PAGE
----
The SBC: Girls In The Pulpit
It’s not a click-bait headline. It’s not veiled metaphorical rhetoric. It’s a bonafide story … and it’s not funny. It is, rather, further evidence of a denomination in the throes of a downgrade because of its disregard for Scripture. A Southern Baptist church is lauding a girl preaching from the pulpit.
At the outset, please be reminded of the words of the Apostle Paul:
I do not permit a woman to teach or to exercise authority over a man; she is to remain quiet. 1 Timothy 2:12
Baptist News Global linked the report Freedom and fear: Preaching as a young woman. The preface to the curated story says:
“What does it mean to affirm women’s leadership in church in 2016? A conversation between high schooler Jillian Mitchell, who preached her first sermon recently, and the pastor, John Jay Alvaro, of her Oklahoma City congregation.”
The hyperlinked story takes you to Alvaro’s blogsite where the story continues. “This year,” he writes, “we were fortunate to have Jillian Mitchell, a high school student and life-long member of Spring Creek share a sermon.” Alvaro, according to his church’s website, is the pastor who has a background in art and architecture, and trained for ministry at Duke Divinity School.” (Hmm, somebody may need to send a copy of the Pauline epistles to Duke, perhaps.)
According to the Southern Baptist Convention’s ChurchSearch website, Spring Creek Baptist Church is an active, cooperating church of the SBC, founded in 1984. From the church’s “Our Beliefs” page of their website, you’ll find these claims:
“Spring Creek holds to traditional Baptist beliefs and we take great pride in our Baptist heritage.”
“We believe and practice core Baptist values such as the autonomy of the local church, the priesthood of all believers, believer’s baptism, separation of church and state, and the authority of Scripture.”
The site goes on to affirm not only the church’s partnership with the Southern Baptist Convention, but also with the Cooperative Baptist Fellowship, and the Baptist World Alliance. They assert to do this because “the Baptist stream is but one tributary flowing into the great river of God.”
Here are the salient observations:
“Traditional Baptist beliefs” have affirmed complementarian views of God-ordained, gender-specific roles within the Church. The 2000 Baptist Faith and Message, article XVIII encapsulates our Scripture-centric understanding of gender roles. Alvaro’s church, however, subscribes to the 1963 BF&M, a statement lacking the subsequent 1998 addition of “The Family” statements.
Nevertheless, to claim to hold to traditional Baptist beliefs while allowing women in the pulpit is patently ludicrous. It’s why we have such an utter lack of sermons by the likes of, say, Susannah Spurgeon.
“The authority of Scripture.” Clearly, it’s easier for Spring Creek to say “we believe and practice” than it is to actually do it.. (A condition with which the SBC proper is equally, clearly afflicted.) If Paul’s instructions to Timothy, cited above, aren’t actually Holy Spirit-inspired, by all means, then ignore them. But if they are … (Insert, maybe, “woes” – akin to those to the Pharisees?)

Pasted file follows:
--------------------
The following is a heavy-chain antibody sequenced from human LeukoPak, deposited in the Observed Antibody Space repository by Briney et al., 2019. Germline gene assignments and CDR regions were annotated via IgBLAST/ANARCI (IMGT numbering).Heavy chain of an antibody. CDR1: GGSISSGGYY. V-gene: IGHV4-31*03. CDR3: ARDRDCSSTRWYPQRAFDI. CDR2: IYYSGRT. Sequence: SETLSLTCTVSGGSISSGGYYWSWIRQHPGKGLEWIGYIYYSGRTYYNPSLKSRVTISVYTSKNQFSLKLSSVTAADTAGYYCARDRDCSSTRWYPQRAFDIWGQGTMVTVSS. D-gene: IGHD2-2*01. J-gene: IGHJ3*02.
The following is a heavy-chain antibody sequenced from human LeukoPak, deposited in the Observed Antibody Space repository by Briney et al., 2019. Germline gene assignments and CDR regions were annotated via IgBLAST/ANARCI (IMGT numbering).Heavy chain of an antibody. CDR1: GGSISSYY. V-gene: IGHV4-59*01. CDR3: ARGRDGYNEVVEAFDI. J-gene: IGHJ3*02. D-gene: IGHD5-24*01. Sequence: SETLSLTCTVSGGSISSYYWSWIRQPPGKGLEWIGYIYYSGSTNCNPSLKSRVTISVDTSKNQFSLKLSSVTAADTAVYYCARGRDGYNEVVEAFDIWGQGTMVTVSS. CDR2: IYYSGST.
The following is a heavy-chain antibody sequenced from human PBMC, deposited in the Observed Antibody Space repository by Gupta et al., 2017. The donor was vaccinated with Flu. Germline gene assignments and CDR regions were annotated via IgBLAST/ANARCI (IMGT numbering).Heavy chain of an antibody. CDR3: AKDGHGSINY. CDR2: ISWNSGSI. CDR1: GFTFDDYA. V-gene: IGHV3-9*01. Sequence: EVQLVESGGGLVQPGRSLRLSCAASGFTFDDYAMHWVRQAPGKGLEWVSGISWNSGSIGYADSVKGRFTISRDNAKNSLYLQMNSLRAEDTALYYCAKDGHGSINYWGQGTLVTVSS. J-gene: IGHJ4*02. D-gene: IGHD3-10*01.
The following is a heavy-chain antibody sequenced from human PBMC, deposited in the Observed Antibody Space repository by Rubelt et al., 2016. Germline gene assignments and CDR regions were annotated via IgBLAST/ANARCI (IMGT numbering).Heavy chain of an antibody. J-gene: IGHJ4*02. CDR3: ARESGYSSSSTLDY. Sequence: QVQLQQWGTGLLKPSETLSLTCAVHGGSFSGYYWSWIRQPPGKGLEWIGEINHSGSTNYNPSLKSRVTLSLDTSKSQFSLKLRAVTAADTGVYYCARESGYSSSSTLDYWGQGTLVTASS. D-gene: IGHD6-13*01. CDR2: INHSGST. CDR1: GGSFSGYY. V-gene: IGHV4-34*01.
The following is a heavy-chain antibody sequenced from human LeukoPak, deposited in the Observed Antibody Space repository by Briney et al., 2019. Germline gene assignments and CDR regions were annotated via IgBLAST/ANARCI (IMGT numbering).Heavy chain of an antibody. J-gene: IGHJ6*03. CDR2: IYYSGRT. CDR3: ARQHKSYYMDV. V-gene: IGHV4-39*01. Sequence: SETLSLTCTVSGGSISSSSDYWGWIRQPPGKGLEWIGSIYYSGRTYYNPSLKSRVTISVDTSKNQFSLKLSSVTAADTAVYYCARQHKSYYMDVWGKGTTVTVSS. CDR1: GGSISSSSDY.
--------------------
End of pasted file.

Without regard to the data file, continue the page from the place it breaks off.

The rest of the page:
“The Baptist stream” and the “great river of God” may hearken back to a great sermon of Jonathon Edwards, but obviously, for this church, they do not hearken back to the same stalwart doctrinal stands that he took. But then, as an average pew-sitter, I wasn’t aware that a church’s doctrinal convictions could be selected buffet style from a smorgasbord of serve-yourself theology offerings. I always thought you stood on, and defended, what the Word actually teaches. (Oh,goofy me, I guess.)
We’ve got an annual meeting of the SBC coming up. Awaken America. You may have heard about it. Rev. Alvaro’s little story here about a girl in his pulpit highlights the EXACT reason we should worry less about Awakening America and instead pray for a reformation within our ranks. The SBC needs to return to actual obedience to the authority of Scripture, rather than giving mere lip service to it.
At what point in your denial of Scripturally-prescribed ecclesiastic mandates do you no longer qualify as a “church?” In my estimation, Spring Creek has passed that threshold. If it cannot hold to a fundamental truth, perspicuous in Scripture, that forbids women in the pulpit, how then can the convention allow it within their ranks?
As Spurgeon – Charles, not Susannah – once quipped, “Fellowship with known and vital error is participation in sin.” A denial of an apostolic instruction as to the woman’s role in ecclesiastic endeavors, it seems, more than qualifies as “known and vital error.”
The texted dialogue from Alvaro’s article indicates the pastor’s belief that Mitchell’s testimony was actually her “first sermon.” Such a testimony is not being challenged. The problem is not with this young lady’s testimony. The problem is that this pastor would knowingly, in direct contradiction to Scripture, allow her to stand in the pulpit and preach.
I applaud her faith. I encourage her enthusiasm. I praise God that, in a culture of youth who seek no knowledge of truth, this young lady has been saved by Him and is eager to share her faith. I know – and you probably do too – deacons with decades-long membership in the SBC who couldn’t explain either the Gospel or their testimony with perhaps any degree of passion this young lady has. May God bless and use her.
Still, her place is not in a pulpit. Not because I say so. Not because the SBC says so. Not because the collective opinions of devout men and women say so. But because God’s Word says so.
Alvaro and his church, failing to repent of this error, should be removed from the fellowship of the Southern Baptist Convention. It’s time we stand for God’s Word and start ejecting error from of our midst.
The downgrade must be thwarted.